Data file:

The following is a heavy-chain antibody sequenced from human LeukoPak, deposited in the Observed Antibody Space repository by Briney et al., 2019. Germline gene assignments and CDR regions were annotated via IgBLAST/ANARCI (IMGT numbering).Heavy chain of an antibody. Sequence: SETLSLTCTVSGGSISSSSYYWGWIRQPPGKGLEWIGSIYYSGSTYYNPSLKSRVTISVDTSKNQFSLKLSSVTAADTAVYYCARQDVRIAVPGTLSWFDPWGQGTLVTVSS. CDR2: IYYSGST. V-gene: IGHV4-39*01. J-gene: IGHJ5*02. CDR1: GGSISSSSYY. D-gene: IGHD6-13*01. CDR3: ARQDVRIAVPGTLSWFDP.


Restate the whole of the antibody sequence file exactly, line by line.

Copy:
The following is a heavy-chain antibody sequenced from human LeukoPak, deposited in the Observed Antibody Space repository by Briney et al., 2019. Germline gene assignments and CDR regions were annotated via IgBLAST/ANARCI (IMGT numbering).Heavy chain of an antibody. Sequence: SETLSLTCTVSGGSISSSSYYWGWIRQPPGKGLEWIGSIYYSGSTYYNPSLKSRVTISVDTSKNQFSLKLSSVTAADTAVYYCARQDVRIAVPGTLSWFDPWGQGTLVTVSS. CDR2: IYYSGST. V-gene: IGHV4-39*01. J-gene: IGHJ5*02. CDR1: GGSISSSSYY. D-gene: IGHD6-13*01. CDR3: ARQDVRIAVPGTLSWFDP.